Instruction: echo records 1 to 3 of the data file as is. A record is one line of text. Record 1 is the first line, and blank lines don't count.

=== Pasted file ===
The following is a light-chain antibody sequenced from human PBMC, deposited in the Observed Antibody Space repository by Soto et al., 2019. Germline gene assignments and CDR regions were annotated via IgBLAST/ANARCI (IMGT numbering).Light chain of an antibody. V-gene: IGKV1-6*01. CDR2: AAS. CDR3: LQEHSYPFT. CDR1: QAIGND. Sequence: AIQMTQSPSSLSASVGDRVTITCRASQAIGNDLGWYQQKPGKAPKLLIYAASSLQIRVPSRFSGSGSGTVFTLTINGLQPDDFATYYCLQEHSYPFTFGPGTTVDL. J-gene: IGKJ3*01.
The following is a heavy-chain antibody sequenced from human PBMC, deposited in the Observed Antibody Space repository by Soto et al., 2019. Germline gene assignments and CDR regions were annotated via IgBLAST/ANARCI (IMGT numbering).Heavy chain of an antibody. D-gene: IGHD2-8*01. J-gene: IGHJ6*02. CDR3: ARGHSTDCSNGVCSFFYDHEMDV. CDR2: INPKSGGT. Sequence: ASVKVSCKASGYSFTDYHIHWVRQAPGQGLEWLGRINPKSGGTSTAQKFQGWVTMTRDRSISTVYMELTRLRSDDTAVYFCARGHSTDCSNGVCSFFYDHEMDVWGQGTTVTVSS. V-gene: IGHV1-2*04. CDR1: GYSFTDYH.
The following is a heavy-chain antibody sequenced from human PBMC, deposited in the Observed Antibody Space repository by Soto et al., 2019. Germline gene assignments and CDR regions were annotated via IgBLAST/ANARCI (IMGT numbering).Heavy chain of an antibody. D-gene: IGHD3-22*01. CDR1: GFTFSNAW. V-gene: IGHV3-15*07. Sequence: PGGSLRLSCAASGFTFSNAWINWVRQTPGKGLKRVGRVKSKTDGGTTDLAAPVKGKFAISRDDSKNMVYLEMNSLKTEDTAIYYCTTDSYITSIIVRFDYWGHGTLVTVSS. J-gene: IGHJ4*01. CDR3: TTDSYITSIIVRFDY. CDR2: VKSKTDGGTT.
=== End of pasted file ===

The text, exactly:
The following is a light-chain antibody sequenced from human PBMC, deposited in the Observed Antibody Space repository by Soto et al., 2019. Germline gene assignments and CDR regions were annotated via IgBLAST/ANARCI (IMGT numbering).Light chain of an antibody. V-gene: IGKV1-6*01. CDR2: AAS. CDR3: LQEHSYPFT. CDR1: QAIGND. Sequence: AIQMTQSPSSLSASVGDRVTITCRASQAIGNDLGWYQQKPGKAPKLLIYAASSLQIRVPSRFSGSGSGTVFTLTINGLQPDDFATYYCLQEHSYPFTFGPGTTVDL. J-gene: IGKJ3*01.
The following is a heavy-chain antibody sequenced from human PBMC, deposited in the Observed Antibody Space repository by Soto et al., 2019. Germline gene assignments and CDR regions were annotated via IgBLAST/ANARCI (IMGT numbering).Heavy chain of an antibody. D-gene: IGHD2-8*01. J-gene: IGHJ6*02. CDR3: ARGHSTDCSNGVCSFFYDHEMDV. CDR2: INPKSGGT. Sequence: ASVKVSCKASGYSFTDYHIHWVRQAPGQGLEWLGRINPKSGGTSTAQKFQGWVTMTRDRSISTVYMELTRLRSDDTAVYFCARGHSTDCSNGVCSFFYDHEMDVWGQGTTVTVSS. V-gene: IGHV1-2*04. CDR1: GYSFTDYH.
The following is a heavy-chain antibody sequenced from human PBMC, deposited in the Observed Antibody Space repository by Soto et al., 2019. Germline gene assignments and CDR regions were annotated via IgBLAST/ANARCI (IMGT numbering).Heavy chain of an antibody. D-gene: IGHD3-22*01. CDR1: GFTFSNAW. V-gene: IGHV3-15*07. Sequence: PGGSLRLSCAASGFTFSNAWINWVRQTPGKGLKRVGRVKSKTDGGTTDLAAPVKGKFAISRDDSKNMVYLEMNSLKTEDTAIYYCTTDSYITSIIVRFDYWGHGTLVTVSS. J-gene: IGHJ4*01. CDR3: TTDSYITSIIVRFDY. CDR2: VKSKTDGGTT.